My standard opening is that I am always interested in speaking with growth-minded individuals. I have found that a soft, indirect approach works best when testing the waters. I ask non-threatening questions like, “What’s the next chapter of your business look like?” or perhaps a bit bolder version “Are you interested in learning about future opportunities for your business?” or “Do you see any opportunities for us to collaborate in the future?”
To be completely transparent, I typically strike out 95% of the time. But I always ask if they are open to keeping the lines of communication open and most times, the answer is yes.
Once an owner is ready to talk, I spend most of the conversation asking about the business. I try to understand the pain points, because if someone has agreed to speak to me, they are probably experiencing at least a little pain.
As our conversation progresses, I offer to sign a confidentiality agreement to build trust and rapport. At the end of every conversation, I ask if it makes sense to keep talking. It can take up to a year to get to the finish line and sometimes even longer. That’s why regular check-ins with the owner are important to keep you top of mind.
Step 4: Negotiating the Deal
When it comes to negotiating a merger or acquisition, the best piece of advice I picked up over the years is to keep the real estate out of the deal. You’re interested in the brokerage business, not the building.
If your potential target owns a commercial property, consider it a separate asset outside of the M&A deal. With that off the table, you can focus on the terms of the deal. In my experience, terms vary based on the owner’s goals, needs and desires. Some want a salary and stability, others want to ease into retirement, and they always want the best for their agents.
But you must have in-depth knowledge about the company, the market and the company’s potential in that market. Understanding the distribution of the production – and how much of it is the owner’s – is critical to structuring earn outs.
You should also be positioned as a solution for the company, one that will protect the agents, the business and the owner’s legacy. We always want owners to stay on for a period of time to support the integration and ultimately retention. Owners must understand that selling their company is not selling out. It means they are a savvy investor and a smart steward of the company’s resources.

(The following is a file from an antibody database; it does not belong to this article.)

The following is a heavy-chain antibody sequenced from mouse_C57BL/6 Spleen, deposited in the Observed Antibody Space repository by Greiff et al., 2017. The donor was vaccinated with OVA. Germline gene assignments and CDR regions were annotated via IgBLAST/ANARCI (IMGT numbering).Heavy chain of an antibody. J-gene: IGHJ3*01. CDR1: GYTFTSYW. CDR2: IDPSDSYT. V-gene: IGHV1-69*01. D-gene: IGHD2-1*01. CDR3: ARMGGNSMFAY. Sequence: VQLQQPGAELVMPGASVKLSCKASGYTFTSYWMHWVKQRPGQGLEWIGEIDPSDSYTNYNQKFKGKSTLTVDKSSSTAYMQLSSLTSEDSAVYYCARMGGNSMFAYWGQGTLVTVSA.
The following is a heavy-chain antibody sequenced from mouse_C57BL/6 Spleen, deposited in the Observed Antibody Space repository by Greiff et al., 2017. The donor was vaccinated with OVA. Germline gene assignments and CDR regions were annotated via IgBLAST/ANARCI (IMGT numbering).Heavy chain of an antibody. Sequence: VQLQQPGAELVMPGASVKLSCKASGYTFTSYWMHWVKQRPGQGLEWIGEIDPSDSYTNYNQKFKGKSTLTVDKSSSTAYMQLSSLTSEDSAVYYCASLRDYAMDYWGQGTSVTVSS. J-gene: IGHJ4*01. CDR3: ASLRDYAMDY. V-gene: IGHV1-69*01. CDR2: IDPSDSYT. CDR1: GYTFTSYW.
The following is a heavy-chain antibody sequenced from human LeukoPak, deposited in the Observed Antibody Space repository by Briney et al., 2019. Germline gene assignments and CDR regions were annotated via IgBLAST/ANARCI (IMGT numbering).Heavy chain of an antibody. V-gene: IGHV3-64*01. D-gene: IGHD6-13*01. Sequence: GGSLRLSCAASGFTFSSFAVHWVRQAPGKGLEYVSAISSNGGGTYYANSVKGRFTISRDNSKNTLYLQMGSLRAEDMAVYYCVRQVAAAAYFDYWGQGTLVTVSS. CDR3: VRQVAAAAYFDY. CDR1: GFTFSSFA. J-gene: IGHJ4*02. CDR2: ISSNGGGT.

Step 5: Closing the Deal
We typically submit a written letter of intent that is based on our conversations up until the point of moving forward with the deal. After the back and forth, we provide a written agreement that, once signed, transfers the assets to us.
In reality, the close is probably the most anticlimactic part of the process. I actually view the close as Day 1. This is when the work begins. Having a well-thought-out announcement and a structured transition plan makes a tremendous difference in working through the integration.
It was not our plan to close on three companies in three new markets in less than two months. We would have much rather spaced them out, but when a deal is ready to close, you close.
Thankfully, we had our internal operations primed and ready, and we are now focused on creating a cohesive family of companies that are aligned on the path forward.
Stephen Meadows is Chief Operating Officer of Coldwell Banker Premier, a regional brokerage with 16 offices and 250 sales associates serving Virginia, West Virginia, Maryland, Delaware, Pennsylvania and Washington, D.C.
This column does not necessarily reflect the opinion of RealTrends’ editorial department and its owners.
To contact the author of this story:
Stephen Meadows at firstname.lastname@example.org
To contact the editor responsible for this story:
Tracey Velt at email@example.com